If this Barna poll
of Evangelicals* is right, McCain has a LOT of work to do. From the poll’s synopsis:
1. Among likely voters, Sen. Obama holds a 50% to 35% lead over Sen. McCain.
2. There are relatively few undecided voters – just 15% of the registered voters who are likely to vote have not yet chosen a candidate to support. For Sen. McCain to be competitive, he would have to sweep all of those votes – and then some. That possibility is made particularly remote by the finding that a majority of the undecided likely voters are leaning toward the Democrat.
3. Likely voters who intend to cast their ballot for Sen. Obama are more solidly backing their candidate than is the case among those who support Sen. McCain. Whereas 73% of the Obama voters are “absolutely certain” that they will vote for him, just 59% of the McCain voters are equally committed.
4. Likely voters siding with Sen. Obama are considerably more confident that he will win the election than is the case among those who say they will vote for Sen. McCain. A majority of the Obama voters (53%) believe their candidate will win, compared to less than one-third (31%) of those who say they will vote for Sen. McCain. This matters because past election research has indicated that such confidence affects people’s likelihood of turning out to vote.
5. Registered Democrats who are likely to vote are much more excited about the upcoming election than are registered Republicans who are likely to vote, by a 48% to 30% margin.
6. There is a large proportion of young adults who are newly registered to vote but have never cast a ballot who are likely to vote in November. Those people are heavily Democratic and lean decisively toward Sen. Obama.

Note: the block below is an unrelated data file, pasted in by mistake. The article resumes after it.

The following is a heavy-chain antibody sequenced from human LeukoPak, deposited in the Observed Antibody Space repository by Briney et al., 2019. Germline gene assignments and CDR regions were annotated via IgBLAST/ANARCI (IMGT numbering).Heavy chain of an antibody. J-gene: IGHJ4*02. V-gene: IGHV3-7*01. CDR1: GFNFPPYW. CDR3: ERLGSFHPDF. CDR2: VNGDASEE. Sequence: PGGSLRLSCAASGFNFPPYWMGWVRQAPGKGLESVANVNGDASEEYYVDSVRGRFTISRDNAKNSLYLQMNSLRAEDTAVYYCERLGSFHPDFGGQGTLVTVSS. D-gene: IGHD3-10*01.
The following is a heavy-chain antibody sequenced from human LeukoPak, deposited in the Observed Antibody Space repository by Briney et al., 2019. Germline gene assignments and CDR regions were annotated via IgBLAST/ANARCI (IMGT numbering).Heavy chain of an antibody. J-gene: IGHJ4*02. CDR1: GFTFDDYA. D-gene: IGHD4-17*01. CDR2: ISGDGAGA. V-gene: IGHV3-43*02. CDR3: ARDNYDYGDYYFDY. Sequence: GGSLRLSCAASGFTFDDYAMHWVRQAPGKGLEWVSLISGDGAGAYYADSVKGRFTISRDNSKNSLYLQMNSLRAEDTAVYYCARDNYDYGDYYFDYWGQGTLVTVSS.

Which is probably why the Obama announced last week they are making this big push with young Evangelicals and Catholics. Mike Huckabee might be looking better and better to McCain…
*The poll is of likely voters, and this is the statistic that I was aiming for, but wrote badly, it’s the non-Evangelical born again voters McCain has to worry about — and his relative strength with Evangelicals doesn’t help him make up the difference. Apologies, posted this too quickly.
But the big news in the faith realm is the sizeable defection from Republican circles of the much larger non-evangelical born again and the notional Christian segments. The non-evangelical born again adults constitute 37% of the likely voters in November, and the notional Christians are expected to be 39% of the likely voters. Among the non-evangelical born again adults, 52% supported President Bush in 2004; yet, only 38% are currently supporting Sen. McCain, while 48% are siding with Sen. Obama. Although notional Christians voted for John Kerry in 2004 by an 11-point margin, that gap has more than doubled to 26 points in this year’s election. Protestants and Catholics have moved toward the Democratic challenger in equal proportions since 2004.